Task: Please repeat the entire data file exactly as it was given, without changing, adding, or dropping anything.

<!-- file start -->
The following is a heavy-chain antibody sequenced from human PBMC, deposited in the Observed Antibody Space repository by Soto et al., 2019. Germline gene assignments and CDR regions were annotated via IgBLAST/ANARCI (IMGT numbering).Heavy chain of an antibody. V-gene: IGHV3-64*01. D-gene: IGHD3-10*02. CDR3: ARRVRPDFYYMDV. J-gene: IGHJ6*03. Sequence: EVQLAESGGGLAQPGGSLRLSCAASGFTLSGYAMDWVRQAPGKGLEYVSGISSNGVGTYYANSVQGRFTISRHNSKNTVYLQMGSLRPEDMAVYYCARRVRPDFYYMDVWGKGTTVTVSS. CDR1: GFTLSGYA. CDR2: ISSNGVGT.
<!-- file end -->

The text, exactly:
The following is a heavy-chain antibody sequenced from human PBMC, deposited in the Observed Antibody Space repository by Soto et al., 2019. Germline gene assignments and CDR regions were annotated via IgBLAST/ANARCI (IMGT numbering).Heavy chain of an antibody. V-gene: IGHV3-64*01. D-gene: IGHD3-10*02. CDR3: ARRVRPDFYYMDV. J-gene: IGHJ6*03. Sequence: EVQLAESGGGLAQPGGSLRLSCAASGFTLSGYAMDWVRQAPGKGLEYVSGISSNGVGTYYANSVQGRFTISRHNSKNTVYLQMGSLRPEDMAVYYCARRVRPDFYYMDVWGKGTTVTVSS. CDR1: GFTLSGYA. CDR2: ISSNGVGT.